Having spent two back-to-back substandard days on the field, Bangladesh have finally made their presence felt on Day 3 of the Chittagong Test. On a rain-hit Wednesday, in which only 54 overs were bowled, the hosts forced their way back in the Test match with 7 for 152. With this spirited effort, they have restricted the Australian lead to 72 (their last pair is still at the crease), which was threatening to go beyond Bangladesh’s reach when Peter Handscomb and David Warner were batting.
However, Mushfiqur Rahim’s boys may have brought themselves back in this contest but their future is not at all secured, by any means. After three days’ play, the wicket at the Zahur Ahmed Chowdhury Stadium has started to deteriorate. The foot marks are getting wider and today the Bangladeshi spinners made use of those quite skillfully. We can also expect the Aussie spin-trio of Nathan Lyon, Steve O’Keefe and Ashton Agar to do the same.
According to David Warner, the only centurion in the series so far, it is important for Australia to stretch the lead as much as possible. Anything close to 100 can be decisive here. Though he thinks the wicket is not unplayable, it just has some rough patches.
“Well, it’s crucial that we try and put as many runs on the board as possible. I wouldn’t say the wicket is deteriorating, there’s a little bit of rough out there created from the bowlers. The middle of the wicket is still nice and true. But as the spinners do, they’ll work what they need to do and hit those rough areas,” Warner said in his post-day press conference.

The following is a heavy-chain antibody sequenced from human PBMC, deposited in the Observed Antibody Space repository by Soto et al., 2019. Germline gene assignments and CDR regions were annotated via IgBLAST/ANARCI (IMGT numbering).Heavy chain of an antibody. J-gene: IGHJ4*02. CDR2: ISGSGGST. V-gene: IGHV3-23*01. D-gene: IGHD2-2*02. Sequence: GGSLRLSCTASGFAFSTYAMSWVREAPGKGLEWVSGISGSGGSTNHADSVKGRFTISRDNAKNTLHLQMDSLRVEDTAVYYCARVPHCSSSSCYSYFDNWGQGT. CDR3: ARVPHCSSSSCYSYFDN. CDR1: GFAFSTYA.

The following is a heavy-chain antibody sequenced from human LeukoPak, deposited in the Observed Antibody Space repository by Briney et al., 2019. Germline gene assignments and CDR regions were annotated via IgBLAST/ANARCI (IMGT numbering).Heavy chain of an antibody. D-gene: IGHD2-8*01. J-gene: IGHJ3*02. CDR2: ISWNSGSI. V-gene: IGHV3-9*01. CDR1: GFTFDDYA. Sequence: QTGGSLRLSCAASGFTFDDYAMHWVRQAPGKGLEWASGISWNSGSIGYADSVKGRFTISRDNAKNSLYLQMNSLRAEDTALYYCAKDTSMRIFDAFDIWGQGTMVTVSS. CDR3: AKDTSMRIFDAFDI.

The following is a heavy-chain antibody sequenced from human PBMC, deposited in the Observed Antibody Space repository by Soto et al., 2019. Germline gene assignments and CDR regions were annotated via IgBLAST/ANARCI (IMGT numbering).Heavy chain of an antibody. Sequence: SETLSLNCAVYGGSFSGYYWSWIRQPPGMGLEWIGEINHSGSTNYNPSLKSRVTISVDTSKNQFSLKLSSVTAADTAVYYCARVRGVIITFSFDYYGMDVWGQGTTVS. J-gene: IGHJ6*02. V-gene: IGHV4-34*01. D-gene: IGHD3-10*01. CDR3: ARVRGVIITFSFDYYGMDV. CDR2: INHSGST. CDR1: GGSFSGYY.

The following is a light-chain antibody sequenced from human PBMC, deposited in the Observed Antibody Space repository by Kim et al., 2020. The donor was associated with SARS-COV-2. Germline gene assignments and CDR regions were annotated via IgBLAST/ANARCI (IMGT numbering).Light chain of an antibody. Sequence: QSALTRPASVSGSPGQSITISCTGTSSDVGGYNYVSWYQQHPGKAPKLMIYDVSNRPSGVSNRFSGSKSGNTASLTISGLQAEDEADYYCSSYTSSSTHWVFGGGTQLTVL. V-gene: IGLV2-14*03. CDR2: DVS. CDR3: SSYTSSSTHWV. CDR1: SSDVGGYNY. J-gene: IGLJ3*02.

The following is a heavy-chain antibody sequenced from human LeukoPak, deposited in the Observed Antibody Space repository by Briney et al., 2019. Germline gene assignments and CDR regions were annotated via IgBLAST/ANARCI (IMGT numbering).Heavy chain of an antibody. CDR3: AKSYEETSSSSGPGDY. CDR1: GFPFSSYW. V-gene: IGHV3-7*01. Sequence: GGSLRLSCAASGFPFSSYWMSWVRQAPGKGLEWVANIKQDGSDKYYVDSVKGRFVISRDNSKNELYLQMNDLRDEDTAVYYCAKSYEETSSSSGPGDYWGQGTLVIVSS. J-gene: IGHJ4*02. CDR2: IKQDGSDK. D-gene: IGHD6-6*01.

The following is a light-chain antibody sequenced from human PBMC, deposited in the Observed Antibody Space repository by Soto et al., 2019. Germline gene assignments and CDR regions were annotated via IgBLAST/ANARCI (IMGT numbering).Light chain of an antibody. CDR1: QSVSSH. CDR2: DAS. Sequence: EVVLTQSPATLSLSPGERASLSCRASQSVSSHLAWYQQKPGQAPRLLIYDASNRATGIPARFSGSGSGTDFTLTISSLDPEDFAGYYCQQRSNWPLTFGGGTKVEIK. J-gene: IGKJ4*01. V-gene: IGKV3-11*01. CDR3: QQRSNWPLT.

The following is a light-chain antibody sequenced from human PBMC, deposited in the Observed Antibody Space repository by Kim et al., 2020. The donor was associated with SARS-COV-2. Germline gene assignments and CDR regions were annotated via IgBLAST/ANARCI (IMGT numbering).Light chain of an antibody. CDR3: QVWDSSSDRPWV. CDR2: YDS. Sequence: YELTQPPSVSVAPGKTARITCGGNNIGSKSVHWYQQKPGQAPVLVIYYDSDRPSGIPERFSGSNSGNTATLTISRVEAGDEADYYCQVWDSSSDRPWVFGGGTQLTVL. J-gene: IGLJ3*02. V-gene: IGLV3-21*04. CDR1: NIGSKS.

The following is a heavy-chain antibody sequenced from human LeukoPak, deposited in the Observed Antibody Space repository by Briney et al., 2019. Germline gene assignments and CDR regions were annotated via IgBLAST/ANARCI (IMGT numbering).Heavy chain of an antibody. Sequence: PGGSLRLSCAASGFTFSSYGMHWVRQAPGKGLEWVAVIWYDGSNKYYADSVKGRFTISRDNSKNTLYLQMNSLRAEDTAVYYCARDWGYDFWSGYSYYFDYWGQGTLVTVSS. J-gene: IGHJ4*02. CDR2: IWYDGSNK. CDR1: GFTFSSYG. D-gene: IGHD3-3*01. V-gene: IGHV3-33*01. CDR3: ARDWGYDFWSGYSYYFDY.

Meanwhile, the Aussie opener believes, the shot selection against the spinners will be crucial in the second innings. The batsmen have to find a way out to negate the turn which will be generated from those rough patches.
“But it’s upon the batsmen obviously to work out what they [The Bangladeshi batsmen] want to do [against spinners], if you want to sweep, if you want to lunge forward and negate that [the spin]. There’s going to be a plan both sides,” Warner mentioned.
On the hindsight, Bangladesh’s fate in this match and series now depends on their second innings batting. It is all about playing time as chances of outright win is looking less likely under the present circumstances. If the weather holds up, we have close to 200 overs still remaining in the match and ideally, the host’s batters will aim to bat out at least 120 of those.
In the first Test, on that docile wicket, Bangladesh’s both innings lasted for 78.5 and 79.3 overs respectively. Now, here at Chittagong, when they will come out to bat on Thursday, the wear and tear on the track is expected to be a bit similar to that Mirpur wicket.
Thus, the batting is required a far more determined effort.
However, from host’s point of view the lack of experience of being in a similar situation before can play a big part here. In world cricket, winning against Australia is always considered as a prized scalp. For a team like Bangladesh, who have just started to create a reputation for themselves, it has a far broader significance, which also can inject a fear of failure amongst the batsmen.
In the first innings, apart from Sabbir Rahman and Mushfiqur, a tentativeness was noticed amongst the approach of rest of the Bangladeshi batsmen. They were getting bogged down and Lyon used this fragility to his advantage. Remember, then there was no alarming turn, which will be there this time around. Also, the Aussies will leave no stone unturned to keep the life of Bangladeshi batsmen uncomfortable.
In international sport, for any developing team, a situation like this is an ideal opportunity to show character. For Bangladesh, this is going to be a huge learning curve. If they can make their way through this stern examination and achieve the glory of beating Australia in Test series, the perspective towards the purest format of the game in this country will be changed, permanently.